Analysis critical of proposed constitutional revenue limits

The full text of the analysis is on-line in PDF format at:
From the UW-Madison on-line press releases:
Analysis critical of proposed constitutional revenue limits
February 14, 2006
by Dennis Chaptman
Proposed limits on the amount of revenue Wisconsin governments can collect would reduce public services, hamstring the state’s future economic growth, and diminish local control, according to an analysis by a UW-Madison economist.

“If the costs of providing public services continue to grow faster than the inflation and population growth rates, the impact of the amendment would be to continuously reduce the level and quality of public services,” says Andrew Reschovsky, professor of public affairs and applied economics.
Lacking high-quality services, notably education, Reschovsky says the state’s ability to compete for businesses and residents would be damaged.
The state Legislature is considering a complex, 2,500-word constitutional amendment that would link state, school and local government tax collections to factors including inflation and population growth.
Reschovsky’s analysis found that the proposed revenue limits would hurt economic development by limiting government’s ability to invest in education, health care and transportation infrastructure.
Additionally, Reschovsky says that the limits would deprive communities of local control, which is important to help tailor solutions that respond to problems at the Main Street level. Reschovsky says that there appears to be no evidence that the current budgeting process, which relies on the judgment of elected local officials, is seriously flawed.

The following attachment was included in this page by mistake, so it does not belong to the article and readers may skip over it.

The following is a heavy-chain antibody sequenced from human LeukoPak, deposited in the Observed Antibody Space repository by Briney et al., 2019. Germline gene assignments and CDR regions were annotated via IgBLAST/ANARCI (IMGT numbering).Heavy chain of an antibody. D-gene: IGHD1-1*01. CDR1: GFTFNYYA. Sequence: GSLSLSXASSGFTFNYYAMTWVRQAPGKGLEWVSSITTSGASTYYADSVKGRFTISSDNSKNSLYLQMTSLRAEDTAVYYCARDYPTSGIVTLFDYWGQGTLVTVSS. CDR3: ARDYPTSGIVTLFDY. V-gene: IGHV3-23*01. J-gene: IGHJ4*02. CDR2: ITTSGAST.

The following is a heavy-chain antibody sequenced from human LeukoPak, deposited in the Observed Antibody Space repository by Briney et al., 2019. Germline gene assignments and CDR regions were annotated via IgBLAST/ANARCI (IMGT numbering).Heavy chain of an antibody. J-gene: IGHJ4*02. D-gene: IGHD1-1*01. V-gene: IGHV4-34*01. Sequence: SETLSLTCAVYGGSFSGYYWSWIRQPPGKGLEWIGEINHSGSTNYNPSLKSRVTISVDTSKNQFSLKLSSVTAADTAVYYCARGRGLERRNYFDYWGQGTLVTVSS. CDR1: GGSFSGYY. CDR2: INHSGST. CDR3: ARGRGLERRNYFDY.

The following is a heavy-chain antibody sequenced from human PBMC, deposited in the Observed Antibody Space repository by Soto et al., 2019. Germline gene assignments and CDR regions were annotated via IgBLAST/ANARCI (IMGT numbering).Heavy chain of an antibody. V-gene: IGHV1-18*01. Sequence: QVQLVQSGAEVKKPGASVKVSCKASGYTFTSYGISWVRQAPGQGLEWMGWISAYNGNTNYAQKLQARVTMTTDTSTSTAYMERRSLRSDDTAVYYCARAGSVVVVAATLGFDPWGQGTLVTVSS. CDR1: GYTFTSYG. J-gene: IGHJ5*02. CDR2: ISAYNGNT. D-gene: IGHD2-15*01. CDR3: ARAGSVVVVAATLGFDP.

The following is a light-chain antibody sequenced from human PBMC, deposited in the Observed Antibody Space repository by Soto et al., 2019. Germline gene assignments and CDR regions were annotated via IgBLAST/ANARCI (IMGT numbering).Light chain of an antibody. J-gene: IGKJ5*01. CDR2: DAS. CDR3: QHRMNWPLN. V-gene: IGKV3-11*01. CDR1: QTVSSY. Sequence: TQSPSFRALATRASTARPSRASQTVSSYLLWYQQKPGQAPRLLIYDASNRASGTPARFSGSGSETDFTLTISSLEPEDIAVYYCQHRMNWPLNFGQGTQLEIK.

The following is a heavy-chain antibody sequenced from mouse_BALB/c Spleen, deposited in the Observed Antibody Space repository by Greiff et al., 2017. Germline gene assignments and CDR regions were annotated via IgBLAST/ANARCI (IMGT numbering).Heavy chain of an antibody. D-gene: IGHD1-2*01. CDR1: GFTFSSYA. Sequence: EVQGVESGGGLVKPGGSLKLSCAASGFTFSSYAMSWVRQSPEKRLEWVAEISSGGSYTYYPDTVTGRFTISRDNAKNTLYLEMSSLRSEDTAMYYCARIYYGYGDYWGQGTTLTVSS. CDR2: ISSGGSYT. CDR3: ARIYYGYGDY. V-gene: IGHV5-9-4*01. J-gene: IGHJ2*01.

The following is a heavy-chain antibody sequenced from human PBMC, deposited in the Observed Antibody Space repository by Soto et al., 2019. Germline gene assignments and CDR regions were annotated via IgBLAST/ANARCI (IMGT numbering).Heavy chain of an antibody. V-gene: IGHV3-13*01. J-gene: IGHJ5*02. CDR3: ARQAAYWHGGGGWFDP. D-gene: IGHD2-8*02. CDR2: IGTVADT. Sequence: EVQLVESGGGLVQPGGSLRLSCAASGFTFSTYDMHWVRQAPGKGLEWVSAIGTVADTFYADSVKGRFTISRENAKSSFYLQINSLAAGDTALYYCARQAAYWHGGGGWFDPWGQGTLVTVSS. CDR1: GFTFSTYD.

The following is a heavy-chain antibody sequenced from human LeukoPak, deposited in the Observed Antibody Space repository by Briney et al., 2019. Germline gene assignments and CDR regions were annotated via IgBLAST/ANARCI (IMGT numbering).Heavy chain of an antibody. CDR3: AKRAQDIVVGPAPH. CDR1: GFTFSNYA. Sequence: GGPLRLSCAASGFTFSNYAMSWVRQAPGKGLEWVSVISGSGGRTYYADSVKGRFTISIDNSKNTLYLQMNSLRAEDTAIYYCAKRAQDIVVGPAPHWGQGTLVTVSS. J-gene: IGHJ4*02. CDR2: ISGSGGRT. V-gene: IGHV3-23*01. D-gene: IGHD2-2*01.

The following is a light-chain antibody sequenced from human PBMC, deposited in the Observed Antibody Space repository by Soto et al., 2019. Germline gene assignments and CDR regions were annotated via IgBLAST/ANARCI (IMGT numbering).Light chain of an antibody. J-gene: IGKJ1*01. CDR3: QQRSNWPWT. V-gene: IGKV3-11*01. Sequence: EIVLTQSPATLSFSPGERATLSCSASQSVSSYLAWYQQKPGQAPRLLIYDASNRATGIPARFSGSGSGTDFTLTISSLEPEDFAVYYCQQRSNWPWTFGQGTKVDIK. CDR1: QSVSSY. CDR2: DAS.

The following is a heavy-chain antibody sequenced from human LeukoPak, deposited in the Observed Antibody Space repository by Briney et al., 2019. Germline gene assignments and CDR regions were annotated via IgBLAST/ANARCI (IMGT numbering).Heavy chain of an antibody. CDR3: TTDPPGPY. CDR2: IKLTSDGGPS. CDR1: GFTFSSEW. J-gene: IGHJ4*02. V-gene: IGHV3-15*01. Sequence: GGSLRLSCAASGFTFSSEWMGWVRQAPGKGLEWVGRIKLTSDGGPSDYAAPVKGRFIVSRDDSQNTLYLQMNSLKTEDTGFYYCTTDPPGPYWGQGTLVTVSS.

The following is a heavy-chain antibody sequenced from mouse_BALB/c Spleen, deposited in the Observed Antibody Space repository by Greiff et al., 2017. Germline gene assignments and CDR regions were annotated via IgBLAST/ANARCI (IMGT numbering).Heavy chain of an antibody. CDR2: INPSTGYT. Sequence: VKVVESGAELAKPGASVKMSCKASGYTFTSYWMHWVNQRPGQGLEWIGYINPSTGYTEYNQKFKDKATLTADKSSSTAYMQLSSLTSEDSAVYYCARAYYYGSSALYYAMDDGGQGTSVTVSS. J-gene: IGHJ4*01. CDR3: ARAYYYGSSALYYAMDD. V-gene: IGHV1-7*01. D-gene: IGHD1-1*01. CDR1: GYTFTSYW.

Reschovsky also discounted the argument that taxes and spending in Wisconsin are “out of control.” According to state Department of Revenue data, he says that state and local taxes relative to state personal income are considerably lower today than they were 10 years ago.
His analysis also notes that, using the sum of all taxes and fees relative to personal income, Wisconsin is a rather average state. According to the U.S. Census Bureau, Wisconsin ranks 23rd, only a few tenths of a percentage point above the national average.
If the limits had been in effect beginning in 1985, Reschovsky says that state government revenue today would be about 30 percent less than the actual amount, while University of Wisconsin System state appropriations on a “best-case” basis would be an estimated 25 percent less.